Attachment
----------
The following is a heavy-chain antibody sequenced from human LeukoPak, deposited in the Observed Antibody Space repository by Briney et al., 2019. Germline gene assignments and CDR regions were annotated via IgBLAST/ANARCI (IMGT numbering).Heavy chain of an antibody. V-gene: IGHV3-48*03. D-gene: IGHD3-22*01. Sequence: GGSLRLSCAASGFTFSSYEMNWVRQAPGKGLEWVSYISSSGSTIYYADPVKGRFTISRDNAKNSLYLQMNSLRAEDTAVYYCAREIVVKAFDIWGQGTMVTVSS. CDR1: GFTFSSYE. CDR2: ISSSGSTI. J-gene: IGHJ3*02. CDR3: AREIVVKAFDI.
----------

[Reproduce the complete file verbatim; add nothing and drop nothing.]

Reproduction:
The following is a heavy-chain antibody sequenced from human LeukoPak, deposited in the Observed Antibody Space repository by Briney et al., 2019. Germline gene assignments and CDR regions were annotated via IgBLAST/ANARCI (IMGT numbering).Heavy chain of an antibody. V-gene: IGHV3-48*03. D-gene: IGHD3-22*01. Sequence: GGSLRLSCAASGFTFSSYEMNWVRQAPGKGLEWVSYISSSGSTIYYADPVKGRFTISRDNAKNSLYLQMNSLRAEDTAVYYCAREIVVKAFDIWGQGTMVTVSS. CDR1: GFTFSSYE. CDR2: ISSSGSTI. J-gene: IGHJ3*02. CDR3: AREIVVKAFDI.